Inspiration - Can we find it?
Do we have to wait for inspiration to find us or can we seek it out and create it for ourself? I found myself reflecting on this point following a day's photography amongst the mountains of Wester Ross in NW Scotland. I also started to wonder about what it feels like to be truly inspired; what do we feel in that moment, and how often do we experience such occasions? Personally, I am finding that my level and frequency of inspiration has dramatically increased as I spend less time working and more time outdoors in nature. Looking back in time I recognise that my senses were dulled by the daily grind of corporate life, and things that should have inspired me simply passed me by. Fortunately that is behind me and I am now able to look around and experience the environment in such a way that I create my own inspiration.
The area around Glen Torridon has cast it's spell on me, one which will hopefully see me returning on a regular basis in the coming years. To be there is inspirational in itself; however I thought I would share a particular experience which goes some way to answering the question at the beginning of this article. It was an experience that made me feel like shouting with joy at the top of my voice; a feeling that I don't recall experiencing many times in my life.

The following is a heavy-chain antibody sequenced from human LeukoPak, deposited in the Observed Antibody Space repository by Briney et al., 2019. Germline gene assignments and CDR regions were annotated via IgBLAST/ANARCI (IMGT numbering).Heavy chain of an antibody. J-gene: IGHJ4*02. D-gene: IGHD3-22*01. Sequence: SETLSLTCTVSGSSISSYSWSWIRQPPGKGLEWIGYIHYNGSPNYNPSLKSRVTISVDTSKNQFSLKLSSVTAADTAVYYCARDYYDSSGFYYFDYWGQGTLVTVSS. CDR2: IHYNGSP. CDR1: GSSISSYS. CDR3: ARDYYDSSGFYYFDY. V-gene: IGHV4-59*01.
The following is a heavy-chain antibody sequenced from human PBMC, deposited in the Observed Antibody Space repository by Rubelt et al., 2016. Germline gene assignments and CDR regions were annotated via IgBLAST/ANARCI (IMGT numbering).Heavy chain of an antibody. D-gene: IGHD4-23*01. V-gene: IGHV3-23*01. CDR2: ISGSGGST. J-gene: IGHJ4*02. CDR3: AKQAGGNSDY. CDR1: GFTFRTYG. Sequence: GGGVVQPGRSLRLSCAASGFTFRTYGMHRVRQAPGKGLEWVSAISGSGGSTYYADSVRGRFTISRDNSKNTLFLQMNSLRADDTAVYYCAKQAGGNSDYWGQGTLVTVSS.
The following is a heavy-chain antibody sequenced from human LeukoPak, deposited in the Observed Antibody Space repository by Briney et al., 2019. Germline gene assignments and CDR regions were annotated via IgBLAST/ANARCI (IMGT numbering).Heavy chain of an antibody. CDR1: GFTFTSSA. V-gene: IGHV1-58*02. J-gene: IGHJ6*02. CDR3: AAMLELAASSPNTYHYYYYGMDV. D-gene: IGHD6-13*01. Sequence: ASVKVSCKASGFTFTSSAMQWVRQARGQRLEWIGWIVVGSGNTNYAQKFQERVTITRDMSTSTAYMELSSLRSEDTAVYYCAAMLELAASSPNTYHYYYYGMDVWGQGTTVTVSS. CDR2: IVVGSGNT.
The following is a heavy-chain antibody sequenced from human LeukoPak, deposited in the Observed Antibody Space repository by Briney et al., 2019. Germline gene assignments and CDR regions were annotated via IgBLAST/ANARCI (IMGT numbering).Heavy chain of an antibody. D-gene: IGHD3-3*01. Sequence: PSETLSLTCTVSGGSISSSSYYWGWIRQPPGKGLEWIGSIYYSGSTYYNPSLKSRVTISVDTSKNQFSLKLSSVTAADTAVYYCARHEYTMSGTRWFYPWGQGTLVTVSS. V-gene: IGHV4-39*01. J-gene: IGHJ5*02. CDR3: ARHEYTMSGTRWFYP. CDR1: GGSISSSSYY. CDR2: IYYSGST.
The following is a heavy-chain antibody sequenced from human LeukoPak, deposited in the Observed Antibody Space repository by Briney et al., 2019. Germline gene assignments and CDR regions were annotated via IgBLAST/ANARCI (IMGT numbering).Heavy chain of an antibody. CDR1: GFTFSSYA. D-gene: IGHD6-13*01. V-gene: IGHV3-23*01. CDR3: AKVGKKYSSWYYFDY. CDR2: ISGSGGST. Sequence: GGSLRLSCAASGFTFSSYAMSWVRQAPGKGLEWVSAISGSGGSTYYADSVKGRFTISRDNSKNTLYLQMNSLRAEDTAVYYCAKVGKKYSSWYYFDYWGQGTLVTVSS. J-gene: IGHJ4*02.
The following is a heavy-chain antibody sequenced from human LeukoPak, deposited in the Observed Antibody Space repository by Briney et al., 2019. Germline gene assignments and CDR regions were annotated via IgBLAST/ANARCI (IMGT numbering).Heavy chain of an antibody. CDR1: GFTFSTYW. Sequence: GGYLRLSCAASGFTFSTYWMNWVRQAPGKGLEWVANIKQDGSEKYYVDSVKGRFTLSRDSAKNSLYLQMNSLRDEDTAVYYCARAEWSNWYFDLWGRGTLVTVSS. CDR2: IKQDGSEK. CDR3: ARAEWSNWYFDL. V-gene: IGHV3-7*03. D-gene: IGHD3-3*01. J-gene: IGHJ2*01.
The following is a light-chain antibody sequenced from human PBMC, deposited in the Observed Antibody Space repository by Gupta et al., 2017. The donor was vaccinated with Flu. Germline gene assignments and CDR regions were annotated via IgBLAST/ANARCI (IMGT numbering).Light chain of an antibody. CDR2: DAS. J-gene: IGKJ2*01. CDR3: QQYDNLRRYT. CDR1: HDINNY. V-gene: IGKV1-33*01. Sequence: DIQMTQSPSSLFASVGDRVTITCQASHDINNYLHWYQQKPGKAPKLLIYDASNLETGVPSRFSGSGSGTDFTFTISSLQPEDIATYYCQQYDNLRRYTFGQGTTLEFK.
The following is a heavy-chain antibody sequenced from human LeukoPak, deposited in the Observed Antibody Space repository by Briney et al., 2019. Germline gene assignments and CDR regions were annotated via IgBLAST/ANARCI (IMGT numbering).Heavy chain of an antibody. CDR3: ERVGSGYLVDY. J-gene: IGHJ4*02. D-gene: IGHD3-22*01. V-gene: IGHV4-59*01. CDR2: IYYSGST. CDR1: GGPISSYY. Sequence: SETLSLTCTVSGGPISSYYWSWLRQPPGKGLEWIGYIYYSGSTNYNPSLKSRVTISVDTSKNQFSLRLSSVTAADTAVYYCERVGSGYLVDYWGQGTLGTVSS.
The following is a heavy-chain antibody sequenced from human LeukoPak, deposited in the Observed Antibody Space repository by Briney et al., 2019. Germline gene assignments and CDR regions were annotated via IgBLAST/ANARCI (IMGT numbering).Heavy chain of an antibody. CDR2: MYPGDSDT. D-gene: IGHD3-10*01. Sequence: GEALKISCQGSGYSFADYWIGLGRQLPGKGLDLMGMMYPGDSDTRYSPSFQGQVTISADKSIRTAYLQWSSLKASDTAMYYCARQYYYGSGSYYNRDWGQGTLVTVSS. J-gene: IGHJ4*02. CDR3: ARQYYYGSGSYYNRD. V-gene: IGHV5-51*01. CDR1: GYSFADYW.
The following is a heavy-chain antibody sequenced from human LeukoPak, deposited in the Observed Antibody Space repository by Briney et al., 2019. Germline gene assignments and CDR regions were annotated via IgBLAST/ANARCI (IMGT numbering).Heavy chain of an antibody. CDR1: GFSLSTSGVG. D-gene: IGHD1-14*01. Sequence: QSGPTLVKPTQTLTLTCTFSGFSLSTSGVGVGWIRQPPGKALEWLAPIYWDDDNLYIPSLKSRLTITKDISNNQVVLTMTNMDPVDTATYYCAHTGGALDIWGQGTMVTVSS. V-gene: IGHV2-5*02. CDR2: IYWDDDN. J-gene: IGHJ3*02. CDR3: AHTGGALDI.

The weather was challenging to say the least; heavy rain and strong winds, and limited visibility. Challenging conditions for landscape photography! However, the location amongst the imposing Torridon mountains, the mood created by the weather, and the sight of a golden eagle soaring above my head, all created a sense of euphoria in me. I felt so privileged to experience those circumstances, and the realisation of how insignificant I am in a landscape of such scale only served to reinforce the overwhelming emotion that I felt. Soaking wet, and battered by the wind, I persevered with my photography, looking for inspiration. I found it during a brief moment of distant light and a momentary break in the clouds. Satisfying to get an image, but not essential. It was just as satisfying to store that moment in my mind for future reference, and to recognise that I had looked for and found that inspiration; I hadn't waited for it to come to me. The lesson for me - don't wait to be inspired, it might never happen. Take time to really open your eyes to the natural world, be prepared to embrace the weather, and you might find that you are inspired more often and to a higher level.